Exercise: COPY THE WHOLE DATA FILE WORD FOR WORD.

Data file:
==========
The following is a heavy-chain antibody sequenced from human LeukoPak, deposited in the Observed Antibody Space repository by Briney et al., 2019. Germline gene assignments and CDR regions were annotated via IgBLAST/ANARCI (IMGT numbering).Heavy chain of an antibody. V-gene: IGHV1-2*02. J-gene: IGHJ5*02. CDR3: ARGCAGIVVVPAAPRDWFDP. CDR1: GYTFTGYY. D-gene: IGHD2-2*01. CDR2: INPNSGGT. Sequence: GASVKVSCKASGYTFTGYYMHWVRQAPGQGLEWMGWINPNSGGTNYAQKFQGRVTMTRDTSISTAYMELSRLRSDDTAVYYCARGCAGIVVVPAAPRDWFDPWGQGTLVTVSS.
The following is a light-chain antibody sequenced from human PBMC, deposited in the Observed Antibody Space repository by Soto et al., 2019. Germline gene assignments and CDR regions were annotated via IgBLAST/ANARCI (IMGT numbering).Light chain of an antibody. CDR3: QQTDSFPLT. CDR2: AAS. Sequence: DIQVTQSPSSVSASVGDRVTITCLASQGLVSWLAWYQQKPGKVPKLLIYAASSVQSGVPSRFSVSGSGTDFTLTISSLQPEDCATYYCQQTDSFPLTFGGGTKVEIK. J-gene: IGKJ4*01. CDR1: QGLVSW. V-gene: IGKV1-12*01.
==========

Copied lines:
The following is a heavy-chain antibody sequenced from human LeukoPak, deposited in the Observed Antibody Space repository by Briney et al., 2019. Germline gene assignments and CDR regions were annotated via IgBLAST/ANARCI (IMGT numbering).Heavy chain of an antibody. V-gene: IGHV1-2*02. J-gene: IGHJ5*02. CDR3: ARGCAGIVVVPAAPRDWFDP. CDR1: GYTFTGYY. D-gene: IGHD2-2*01. CDR2: INPNSGGT. Sequence: GASVKVSCKASGYTFTGYYMHWVRQAPGQGLEWMGWINPNSGGTNYAQKFQGRVTMTRDTSISTAYMELSRLRSDDTAVYYCARGCAGIVVVPAAPRDWFDPWGQGTLVTVSS.
The following is a light-chain antibody sequenced from human PBMC, deposited in the Observed Antibody Space repository by Soto et al., 2019. Germline gene assignments and CDR regions were annotated via IgBLAST/ANARCI (IMGT numbering).Light chain of an antibody. CDR3: QQTDSFPLT. CDR2: AAS. Sequence: DIQVTQSPSSVSASVGDRVTITCLASQGLVSWLAWYQQKPGKVPKLLIYAASSVQSGVPSRFSVSGSGTDFTLTISSLQPEDCATYYCQQTDSFPLTFGGGTKVEIK. J-gene: IGKJ4*01. CDR1: QGLVSW. V-gene: IGKV1-12*01.